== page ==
Minuses:

A nervy last few minutes. We seem to have problems closing a game out.

Very low crowd.

Man of the Match: I’m going to give this to Richard Pacquette, purely for that memorable goal.

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In Affectionate Remembrance

In Affectionate Remembrance

Of

LINCOLN CITY FC,

WHICH DIED AT COLSTON AVENUE, CARSHALTON

ON

18th JANUARY, 2012,

Deeply lamented by a large circle of sorrowing friends and acquaintances.

R.I.P.

N.B. – The body will be cremated and the ashes taken to Grimsby.

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Imps 0-0 Carshalton Athletic – Purple Pain

Carshalton Athletic currently lie 14th in the Ryman League Premier Division table, behind footballing powerhouses like the Metropolitan Police (no really) and East Thurrock United. Their last home game attracted a crowd of just 208. They are also part-timers, combining their football with dayjobs. Lincoln City, meanwhile, are full time professionals who play every week in front of thousands. It’s the glory of the FA Trophy that teams like these two are brought together. But the casual observer at Sincil Bank on Saturday would have been hard pushed to tell which was which.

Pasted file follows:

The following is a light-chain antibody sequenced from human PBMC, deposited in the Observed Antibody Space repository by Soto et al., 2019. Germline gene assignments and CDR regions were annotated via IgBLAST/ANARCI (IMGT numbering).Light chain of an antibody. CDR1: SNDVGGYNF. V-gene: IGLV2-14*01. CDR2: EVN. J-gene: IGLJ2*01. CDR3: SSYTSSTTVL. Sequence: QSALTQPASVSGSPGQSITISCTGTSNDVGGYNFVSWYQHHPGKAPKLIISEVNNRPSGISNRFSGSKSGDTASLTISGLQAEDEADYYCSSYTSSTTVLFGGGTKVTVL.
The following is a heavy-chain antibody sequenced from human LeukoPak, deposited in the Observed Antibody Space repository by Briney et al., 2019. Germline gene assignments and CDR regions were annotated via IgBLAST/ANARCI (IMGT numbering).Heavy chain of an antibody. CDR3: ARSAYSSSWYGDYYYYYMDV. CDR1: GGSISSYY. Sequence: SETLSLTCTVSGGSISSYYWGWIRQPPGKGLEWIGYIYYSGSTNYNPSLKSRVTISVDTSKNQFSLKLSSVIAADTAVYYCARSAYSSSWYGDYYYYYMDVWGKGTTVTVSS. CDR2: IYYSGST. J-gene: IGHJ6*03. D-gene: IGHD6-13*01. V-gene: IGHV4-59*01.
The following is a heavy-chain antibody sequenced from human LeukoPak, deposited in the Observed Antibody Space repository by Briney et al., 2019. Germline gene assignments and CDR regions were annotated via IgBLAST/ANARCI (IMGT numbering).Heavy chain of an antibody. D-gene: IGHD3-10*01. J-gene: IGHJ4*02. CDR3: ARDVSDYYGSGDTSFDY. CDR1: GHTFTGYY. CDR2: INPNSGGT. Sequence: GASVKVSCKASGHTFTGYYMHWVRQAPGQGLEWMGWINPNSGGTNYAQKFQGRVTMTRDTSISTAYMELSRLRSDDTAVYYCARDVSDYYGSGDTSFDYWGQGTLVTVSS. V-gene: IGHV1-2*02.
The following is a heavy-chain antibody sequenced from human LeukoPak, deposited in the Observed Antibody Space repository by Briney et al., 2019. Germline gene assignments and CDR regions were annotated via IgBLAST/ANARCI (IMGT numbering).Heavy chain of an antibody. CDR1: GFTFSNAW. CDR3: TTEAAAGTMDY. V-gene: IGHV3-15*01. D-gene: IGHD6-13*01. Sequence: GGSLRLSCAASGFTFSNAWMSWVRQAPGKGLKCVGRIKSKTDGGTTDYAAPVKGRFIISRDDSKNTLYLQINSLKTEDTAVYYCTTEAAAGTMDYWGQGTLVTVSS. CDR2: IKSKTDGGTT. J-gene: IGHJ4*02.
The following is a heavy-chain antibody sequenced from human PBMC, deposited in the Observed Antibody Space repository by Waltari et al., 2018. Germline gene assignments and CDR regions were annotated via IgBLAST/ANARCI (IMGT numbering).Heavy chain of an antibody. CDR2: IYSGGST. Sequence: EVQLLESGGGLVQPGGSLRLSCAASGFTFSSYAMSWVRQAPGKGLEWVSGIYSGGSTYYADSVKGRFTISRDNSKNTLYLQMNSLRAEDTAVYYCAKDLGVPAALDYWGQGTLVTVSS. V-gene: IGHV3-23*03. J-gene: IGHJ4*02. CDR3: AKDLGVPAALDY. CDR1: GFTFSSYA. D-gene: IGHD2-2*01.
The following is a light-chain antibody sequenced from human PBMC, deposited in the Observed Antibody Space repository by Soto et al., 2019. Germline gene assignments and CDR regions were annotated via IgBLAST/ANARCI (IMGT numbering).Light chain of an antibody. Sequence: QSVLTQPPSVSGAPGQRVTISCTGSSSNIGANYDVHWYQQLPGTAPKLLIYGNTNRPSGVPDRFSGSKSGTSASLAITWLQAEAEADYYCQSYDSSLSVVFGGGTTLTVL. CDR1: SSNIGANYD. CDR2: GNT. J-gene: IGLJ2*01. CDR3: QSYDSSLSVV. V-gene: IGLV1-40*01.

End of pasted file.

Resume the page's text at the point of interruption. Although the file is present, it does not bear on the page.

Carshalton, in an all purple kit best described as ‘brave’, formed the traditional ‘tough to break down’ defensive unit, but also managed to escape forward and threaten the Lincoln goal, hitting the post once and forcing Joe Anyon to make a couple of saves in the first half.

The Imps, on the other hand, looked like an experimental team filled with trialists playing a friendly. There was no cohesion, no sense that they were a team in any real sense of the word. Conal Platt and new signing Paul Robson literally ran into each other on a couple of occasions down the right wing. The wingers kept putting crosses into the box after it’d been conclusively proved that the Imps posed no aerial threat at all.

It was Alan Power who proved to be the Imps only real threat. On as a half time substitute he immediately set about running at the Carshalton defence, setting up Simon Russell for a poorly taken shot, then winning a free kick on the edge of the area.